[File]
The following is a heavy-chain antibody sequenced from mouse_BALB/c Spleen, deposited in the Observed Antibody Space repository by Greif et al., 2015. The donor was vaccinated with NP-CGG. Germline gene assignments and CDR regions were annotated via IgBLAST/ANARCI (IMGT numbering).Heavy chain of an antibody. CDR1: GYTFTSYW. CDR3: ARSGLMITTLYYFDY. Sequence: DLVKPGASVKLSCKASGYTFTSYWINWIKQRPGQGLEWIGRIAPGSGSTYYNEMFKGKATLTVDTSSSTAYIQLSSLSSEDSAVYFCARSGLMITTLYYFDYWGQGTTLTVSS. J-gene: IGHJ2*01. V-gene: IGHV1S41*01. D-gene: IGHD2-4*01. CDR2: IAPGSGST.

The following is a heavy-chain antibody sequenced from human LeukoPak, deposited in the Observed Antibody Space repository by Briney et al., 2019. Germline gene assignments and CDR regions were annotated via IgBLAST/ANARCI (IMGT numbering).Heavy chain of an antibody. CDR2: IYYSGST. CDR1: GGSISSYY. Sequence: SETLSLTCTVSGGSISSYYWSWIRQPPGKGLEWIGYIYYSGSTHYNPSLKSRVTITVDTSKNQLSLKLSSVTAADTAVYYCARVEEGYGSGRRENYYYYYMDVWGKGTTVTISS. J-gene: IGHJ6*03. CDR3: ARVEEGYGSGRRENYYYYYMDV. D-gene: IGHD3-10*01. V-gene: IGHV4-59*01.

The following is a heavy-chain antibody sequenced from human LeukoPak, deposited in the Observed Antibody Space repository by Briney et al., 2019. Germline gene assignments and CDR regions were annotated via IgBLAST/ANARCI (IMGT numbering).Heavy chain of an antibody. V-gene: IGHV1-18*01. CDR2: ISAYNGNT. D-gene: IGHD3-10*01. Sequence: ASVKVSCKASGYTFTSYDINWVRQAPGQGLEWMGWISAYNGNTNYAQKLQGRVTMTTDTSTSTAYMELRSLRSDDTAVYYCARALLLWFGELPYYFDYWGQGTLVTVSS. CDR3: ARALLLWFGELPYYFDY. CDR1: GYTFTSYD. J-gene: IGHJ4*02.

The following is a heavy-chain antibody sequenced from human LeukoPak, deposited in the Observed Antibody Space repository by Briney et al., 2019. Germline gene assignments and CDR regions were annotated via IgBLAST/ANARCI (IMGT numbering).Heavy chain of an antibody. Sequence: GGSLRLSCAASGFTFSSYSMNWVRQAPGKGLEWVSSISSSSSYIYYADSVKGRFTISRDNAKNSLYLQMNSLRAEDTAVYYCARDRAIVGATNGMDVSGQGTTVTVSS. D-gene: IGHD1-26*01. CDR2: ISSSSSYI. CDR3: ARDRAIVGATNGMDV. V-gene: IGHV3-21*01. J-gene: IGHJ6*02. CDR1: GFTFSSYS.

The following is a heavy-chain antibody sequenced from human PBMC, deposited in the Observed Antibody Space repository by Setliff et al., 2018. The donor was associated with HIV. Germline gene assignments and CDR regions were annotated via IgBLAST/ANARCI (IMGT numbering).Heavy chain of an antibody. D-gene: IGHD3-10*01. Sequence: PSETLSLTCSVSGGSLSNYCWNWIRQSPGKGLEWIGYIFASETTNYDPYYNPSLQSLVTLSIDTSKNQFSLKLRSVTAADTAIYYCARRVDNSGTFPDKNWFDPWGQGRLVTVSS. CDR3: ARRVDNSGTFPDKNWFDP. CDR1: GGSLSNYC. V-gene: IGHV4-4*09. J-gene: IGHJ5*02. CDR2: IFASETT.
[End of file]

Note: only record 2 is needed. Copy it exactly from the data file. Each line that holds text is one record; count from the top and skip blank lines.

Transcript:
The following is a heavy-chain antibody sequenced from human LeukoPak, deposited in the Observed Antibody Space repository by Briney et al., 2019. Germline gene assignments and CDR regions were annotated via IgBLAST/ANARCI (IMGT numbering).Heavy chain of an antibody. CDR2: IYYSGST. CDR1: GGSISSYY. Sequence: SETLSLTCTVSGGSISSYYWSWIRQPPGKGLEWIGYIYYSGSTHYNPSLKSRVTITVDTSKNQLSLKLSSVTAADTAVYYCARVEEGYGSGRRENYYYYYMDVWGKGTTVTISS. J-gene: IGHJ6*03. CDR3: ARVEEGYGSGRRENYYYYYMDV. D-gene: IGHD3-10*01. V-gene: IGHV4-59*01.